Ten of the nation's most influential businessmen urged President Carter yesterday to recommend to Congress a tax cut of at least $22 billion starting next year.
They also urged him, in recommendations they said would build "business confidence," to avoid excessive manipulation of the economy.
The occasion was a meeting in the Cabinet room with the President, Vice President Mondale and key members of the Carter economic advisory team. The session was arranged by Commerce Secretary Juanita M. Kreps and was Carter's first face-to-face meeting with a group of business leaders on economic issues since just prior to his inauguration.
Administration officials, eager to establish rapport with the business community in the wake of the resignation Wednesday of budget director Bert Lance, said they, too, favor a tax cut in the $22 billion range as part of tax revision, but indicated reservations about the slow-growth policy advocated by some of the businessmen.
Administration officials had indicated earlier that their tax revision plan would include a tax cut of $15 billion to $20 billion.
The President, it was learned, told the businessmen that he welcomed a continuing personal dialogue, and aides said that other meetings would be held from time to time. But Carter also suggested that with Lance - who had been his main "ambassador" to the business community - now gone, Kreps and Treasury Secretary W. Michael Blumenthal would speak for him and would communicate the business viewpoint to him.
He also mentioned, in his context, acting director of the Office of Management and Budget James T. Mclntyre, who was present at the session, which lasted for more than an hour. There was no discussion, according to those present, of a replacement for Lance at OMB.
The President's advisers and the business leaders said they agreed that the economy "Is in good health," with an economic growth rate of about 5 per cent in prospect for the rest of 1977.
To drive home the point that the current economic expansion is well-balanced and that most of the statistical reports are good. Citicorp Chairman Walter B. Wriston urged Carter to make some public speeches about the economy and its strengths.
But E. I. du Pont Chairman Irving S. Shapiro then told the President that while most businessmen would agree that the outlook is good on paper, business confidence was lacking because of uncertainties about Carter's tax policies and the outcome of his energy proposals.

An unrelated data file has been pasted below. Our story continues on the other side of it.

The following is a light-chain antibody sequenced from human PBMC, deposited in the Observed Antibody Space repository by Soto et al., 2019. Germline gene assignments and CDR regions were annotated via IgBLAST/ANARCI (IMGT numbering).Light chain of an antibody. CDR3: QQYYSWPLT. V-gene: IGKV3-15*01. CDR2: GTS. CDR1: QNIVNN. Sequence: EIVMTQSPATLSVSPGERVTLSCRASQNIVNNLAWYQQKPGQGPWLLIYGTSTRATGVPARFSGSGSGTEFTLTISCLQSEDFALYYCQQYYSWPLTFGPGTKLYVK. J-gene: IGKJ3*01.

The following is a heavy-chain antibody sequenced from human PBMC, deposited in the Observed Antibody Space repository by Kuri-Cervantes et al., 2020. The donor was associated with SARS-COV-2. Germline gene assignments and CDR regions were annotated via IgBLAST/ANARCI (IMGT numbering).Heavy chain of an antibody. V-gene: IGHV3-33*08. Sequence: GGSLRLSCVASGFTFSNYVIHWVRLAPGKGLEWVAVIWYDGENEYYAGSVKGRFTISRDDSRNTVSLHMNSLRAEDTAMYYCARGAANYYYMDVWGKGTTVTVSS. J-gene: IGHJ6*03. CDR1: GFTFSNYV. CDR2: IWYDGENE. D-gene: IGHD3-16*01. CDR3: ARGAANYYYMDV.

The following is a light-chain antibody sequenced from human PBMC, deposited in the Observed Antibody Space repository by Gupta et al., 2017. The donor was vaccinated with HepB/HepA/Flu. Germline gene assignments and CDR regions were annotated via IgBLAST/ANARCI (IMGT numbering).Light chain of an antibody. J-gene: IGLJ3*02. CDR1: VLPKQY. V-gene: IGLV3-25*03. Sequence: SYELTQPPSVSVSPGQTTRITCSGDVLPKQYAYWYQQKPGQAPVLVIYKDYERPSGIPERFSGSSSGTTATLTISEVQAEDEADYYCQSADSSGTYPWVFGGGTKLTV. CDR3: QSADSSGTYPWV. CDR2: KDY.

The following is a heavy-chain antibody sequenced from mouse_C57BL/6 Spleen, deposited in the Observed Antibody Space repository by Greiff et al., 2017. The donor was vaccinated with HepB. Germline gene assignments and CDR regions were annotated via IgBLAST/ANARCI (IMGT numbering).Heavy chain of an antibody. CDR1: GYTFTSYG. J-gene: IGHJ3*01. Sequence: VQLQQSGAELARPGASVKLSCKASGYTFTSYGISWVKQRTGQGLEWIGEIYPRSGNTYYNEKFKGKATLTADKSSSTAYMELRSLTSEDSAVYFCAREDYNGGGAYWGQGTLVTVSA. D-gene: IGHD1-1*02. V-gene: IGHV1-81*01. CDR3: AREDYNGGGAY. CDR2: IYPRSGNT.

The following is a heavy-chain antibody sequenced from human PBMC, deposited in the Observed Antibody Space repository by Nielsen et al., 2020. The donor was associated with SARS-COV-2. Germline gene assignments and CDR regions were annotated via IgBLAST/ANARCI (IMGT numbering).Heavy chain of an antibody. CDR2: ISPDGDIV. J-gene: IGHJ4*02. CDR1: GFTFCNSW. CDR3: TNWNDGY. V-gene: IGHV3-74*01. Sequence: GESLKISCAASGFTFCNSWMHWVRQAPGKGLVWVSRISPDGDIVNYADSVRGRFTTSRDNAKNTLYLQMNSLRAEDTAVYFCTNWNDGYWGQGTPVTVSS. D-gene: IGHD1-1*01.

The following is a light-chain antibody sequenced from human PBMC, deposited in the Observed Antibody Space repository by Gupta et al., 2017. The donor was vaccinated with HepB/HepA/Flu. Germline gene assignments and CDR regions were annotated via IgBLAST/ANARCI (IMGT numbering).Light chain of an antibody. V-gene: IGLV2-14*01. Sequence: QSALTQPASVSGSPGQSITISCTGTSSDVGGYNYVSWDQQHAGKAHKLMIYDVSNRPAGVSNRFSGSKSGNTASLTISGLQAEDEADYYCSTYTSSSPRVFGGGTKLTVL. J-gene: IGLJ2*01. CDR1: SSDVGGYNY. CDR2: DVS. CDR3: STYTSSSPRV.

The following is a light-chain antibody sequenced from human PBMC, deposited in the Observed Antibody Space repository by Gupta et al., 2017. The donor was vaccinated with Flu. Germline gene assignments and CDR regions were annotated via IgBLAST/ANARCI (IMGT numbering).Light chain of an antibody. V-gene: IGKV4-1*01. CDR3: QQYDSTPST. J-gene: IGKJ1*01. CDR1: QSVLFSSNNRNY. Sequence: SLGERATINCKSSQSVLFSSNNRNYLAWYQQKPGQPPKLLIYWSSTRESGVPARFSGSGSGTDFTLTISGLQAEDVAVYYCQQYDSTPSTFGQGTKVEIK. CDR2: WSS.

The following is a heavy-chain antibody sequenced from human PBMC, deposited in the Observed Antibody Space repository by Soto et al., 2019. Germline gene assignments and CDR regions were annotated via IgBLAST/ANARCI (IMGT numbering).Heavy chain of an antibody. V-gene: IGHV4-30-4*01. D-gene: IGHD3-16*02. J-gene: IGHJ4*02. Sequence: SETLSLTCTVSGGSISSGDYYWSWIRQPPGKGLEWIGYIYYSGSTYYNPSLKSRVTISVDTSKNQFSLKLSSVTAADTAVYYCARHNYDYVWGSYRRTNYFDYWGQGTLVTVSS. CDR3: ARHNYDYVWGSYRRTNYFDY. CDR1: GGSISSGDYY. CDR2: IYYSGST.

A prepared statement Shapiro later made available to reporters - which he apparently only summarized in the meeting with Carter - used much stronger language. The lack of confidence, Shapiro said in the statement, is related "to a deep distrust of government economic policies."
Shapiro said that the nation's "basic growth rate is in the neighborhood of 3.5 per cent," and that "this is the standard against which the economy's performance should be judged." Efforts to achieve annual growth rates of 5 per cent or more would "be certain" to generate inflation and a new recession, he said.
He also warned that the country does "not react favorably" to "policies that are switched on and off." Shapiro said that Carter was "supportive" of the viewpoint that Shapiro "no one is smart enough to turn the economy on and off, short-term, and make it work."
Although Shapiro told reporters that the President had expressed general agreement with his other arguments. Blumenthal promptly disavowed Shapiro's slow-growth preference. In answer to a question at a press conference, Bluementhal said: "We are aiming at 5 per cent real growth and do not think that would be inflationary."
Shapiro's slow-growth argument also was challenged by economic council Chairman Charles L., Schultze during the cabinet room sessions prior to Carter's arrival halfway though the talks.
Reginald Jones, chairman of the General Electric Co., told reporters that the business community supports the main principles of tax revision being planned by the administration, which he estimated - and Blumenthal concurred - would cut personal taxes by $15 billion and business taxes by $5 billion to $7 billion in fiscal 1979.
But Jones complained that $4.5 billion of the proposal business tax cuts would come about through the partial elimination of double taxation of dividends, which he said "benefits the individual investor, not business itself."